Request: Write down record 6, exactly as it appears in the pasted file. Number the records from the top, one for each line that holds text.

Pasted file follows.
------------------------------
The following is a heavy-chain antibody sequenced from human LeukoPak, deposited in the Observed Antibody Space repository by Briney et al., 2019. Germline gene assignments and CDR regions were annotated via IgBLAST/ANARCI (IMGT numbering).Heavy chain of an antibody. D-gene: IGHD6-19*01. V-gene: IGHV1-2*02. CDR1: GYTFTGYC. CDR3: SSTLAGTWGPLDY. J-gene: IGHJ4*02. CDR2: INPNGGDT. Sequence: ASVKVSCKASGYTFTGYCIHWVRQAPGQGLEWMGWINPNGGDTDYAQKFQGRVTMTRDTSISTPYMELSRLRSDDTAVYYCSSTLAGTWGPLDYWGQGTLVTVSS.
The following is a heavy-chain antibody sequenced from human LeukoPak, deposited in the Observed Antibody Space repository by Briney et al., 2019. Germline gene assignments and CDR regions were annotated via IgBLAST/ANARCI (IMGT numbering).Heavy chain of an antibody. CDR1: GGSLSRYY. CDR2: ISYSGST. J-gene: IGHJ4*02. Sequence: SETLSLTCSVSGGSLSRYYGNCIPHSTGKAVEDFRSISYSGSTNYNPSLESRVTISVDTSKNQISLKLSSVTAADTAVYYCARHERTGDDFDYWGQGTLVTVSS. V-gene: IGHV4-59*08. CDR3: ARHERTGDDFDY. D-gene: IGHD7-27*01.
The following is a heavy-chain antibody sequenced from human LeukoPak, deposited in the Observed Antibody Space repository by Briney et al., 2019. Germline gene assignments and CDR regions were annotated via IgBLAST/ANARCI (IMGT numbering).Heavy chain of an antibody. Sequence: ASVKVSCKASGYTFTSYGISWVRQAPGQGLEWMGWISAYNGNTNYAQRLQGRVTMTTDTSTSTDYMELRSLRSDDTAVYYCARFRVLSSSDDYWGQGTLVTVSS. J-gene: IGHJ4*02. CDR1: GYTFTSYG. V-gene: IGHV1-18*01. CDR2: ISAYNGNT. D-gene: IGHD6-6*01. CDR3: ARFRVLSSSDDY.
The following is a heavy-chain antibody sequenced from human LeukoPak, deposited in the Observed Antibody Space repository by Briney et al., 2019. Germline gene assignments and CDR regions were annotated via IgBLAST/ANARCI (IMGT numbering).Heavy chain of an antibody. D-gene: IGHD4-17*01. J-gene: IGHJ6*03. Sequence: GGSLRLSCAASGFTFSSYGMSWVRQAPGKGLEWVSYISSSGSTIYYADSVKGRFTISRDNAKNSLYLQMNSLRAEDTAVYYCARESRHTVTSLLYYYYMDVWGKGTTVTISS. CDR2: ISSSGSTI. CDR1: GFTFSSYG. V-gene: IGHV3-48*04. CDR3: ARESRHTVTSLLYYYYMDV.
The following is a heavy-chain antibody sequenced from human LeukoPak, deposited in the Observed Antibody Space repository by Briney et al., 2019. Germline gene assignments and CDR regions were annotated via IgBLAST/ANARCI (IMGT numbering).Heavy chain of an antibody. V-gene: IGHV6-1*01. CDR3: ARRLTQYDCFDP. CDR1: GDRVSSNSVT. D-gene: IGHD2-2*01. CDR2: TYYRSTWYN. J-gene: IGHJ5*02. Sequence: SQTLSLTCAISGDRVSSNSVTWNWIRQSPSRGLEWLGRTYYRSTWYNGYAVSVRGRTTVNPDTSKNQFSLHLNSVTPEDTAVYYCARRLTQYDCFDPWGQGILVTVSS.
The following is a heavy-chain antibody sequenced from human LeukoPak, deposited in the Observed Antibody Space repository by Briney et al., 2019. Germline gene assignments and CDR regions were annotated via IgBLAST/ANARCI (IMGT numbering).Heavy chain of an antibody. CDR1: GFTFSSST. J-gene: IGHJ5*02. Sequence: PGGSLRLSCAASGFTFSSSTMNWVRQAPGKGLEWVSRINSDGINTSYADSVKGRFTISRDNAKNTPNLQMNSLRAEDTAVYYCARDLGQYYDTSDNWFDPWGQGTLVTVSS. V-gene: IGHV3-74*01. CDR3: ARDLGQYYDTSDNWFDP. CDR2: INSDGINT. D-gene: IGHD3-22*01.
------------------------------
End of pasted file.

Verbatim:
The following is a heavy-chain antibody sequenced from human LeukoPak, deposited in the Observed Antibody Space repository by Briney et al., 2019. Germline gene assignments and CDR regions were annotated via IgBLAST/ANARCI (IMGT numbering).Heavy chain of an antibody. CDR1: GFTFSSST. J-gene: IGHJ5*02. Sequence: PGGSLRLSCAASGFTFSSSTMNWVRQAPGKGLEWVSRINSDGINTSYADSVKGRFTISRDNAKNTPNLQMNSLRAEDTAVYYCARDLGQYYDTSDNWFDPWGQGTLVTVSS. V-gene: IGHV3-74*01. CDR3: ARDLGQYYDTSDNWFDP. CDR2: INSDGINT. D-gene: IGHD3-22*01.